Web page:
Thomas Harriot published his Briefe and True Report of the New Found Land of Virginia in February, the first English book to describe Roanoke Island, the earliest English colony in America. Sent by Sir Walter Raleigh as the expedition’s scientific adviser, Harriot had investigated the country’s fertility, flora and fauna, commodities, and even its “naturall inhabitants.” These he described in scrupulous detail in his Report . Corn, he discovered, is a “graine of marvellous great increase,” and tobacco “purgeth superfluous phlegm and other gross humours.” After his adventures in the New World, Harriot returned to England, where he founded the English school of algebra and devised the greater than (〉) and less than (〈) signs.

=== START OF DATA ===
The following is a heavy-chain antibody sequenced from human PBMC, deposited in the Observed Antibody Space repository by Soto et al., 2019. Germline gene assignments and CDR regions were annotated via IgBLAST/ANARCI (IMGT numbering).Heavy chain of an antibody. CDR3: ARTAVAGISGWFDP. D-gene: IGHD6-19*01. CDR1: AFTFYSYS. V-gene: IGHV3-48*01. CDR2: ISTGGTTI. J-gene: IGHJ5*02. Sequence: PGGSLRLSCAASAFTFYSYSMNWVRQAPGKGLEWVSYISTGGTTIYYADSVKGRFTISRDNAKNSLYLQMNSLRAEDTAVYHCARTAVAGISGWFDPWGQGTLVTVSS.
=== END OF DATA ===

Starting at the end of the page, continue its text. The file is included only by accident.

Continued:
According to Bailey Bishop, the director of Americana at Goodspeed’s prestigious rare-book shop in Boston, one of the seven remaining original copies of Harriot’s Report would sell for at least half a million dollars. “A million wouldn’t shock me,” he said. “Going back over a hundred years, the book has been spoken of in hushed, reverent tones as The Quarto Harriot.’ All rare-book dealers know of it.”